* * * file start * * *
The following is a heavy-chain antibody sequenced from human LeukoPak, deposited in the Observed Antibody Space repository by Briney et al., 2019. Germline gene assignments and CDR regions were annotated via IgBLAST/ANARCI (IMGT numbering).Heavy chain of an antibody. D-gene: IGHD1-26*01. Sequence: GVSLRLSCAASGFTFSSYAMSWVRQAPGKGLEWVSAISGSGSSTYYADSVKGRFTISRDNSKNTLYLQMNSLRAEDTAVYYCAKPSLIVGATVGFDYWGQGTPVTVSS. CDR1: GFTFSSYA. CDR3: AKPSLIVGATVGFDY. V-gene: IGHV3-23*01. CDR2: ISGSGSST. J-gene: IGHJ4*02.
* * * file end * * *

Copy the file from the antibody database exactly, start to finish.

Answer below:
The following is a heavy-chain antibody sequenced from human LeukoPak, deposited in the Observed Antibody Space repository by Briney et al., 2019. Germline gene assignments and CDR regions were annotated via IgBLAST/ANARCI (IMGT numbering).Heavy chain of an antibody. D-gene: IGHD1-26*01. Sequence: GVSLRLSCAASGFTFSSYAMSWVRQAPGKGLEWVSAISGSGSSTYYADSVKGRFTISRDNSKNTLYLQMNSLRAEDTAVYYCAKPSLIVGATVGFDYWGQGTPVTVSS. CDR1: GFTFSSYA. CDR3: AKPSLIVGATVGFDY. V-gene: IGHV3-23*01. CDR2: ISGSGSST. J-gene: IGHJ4*02.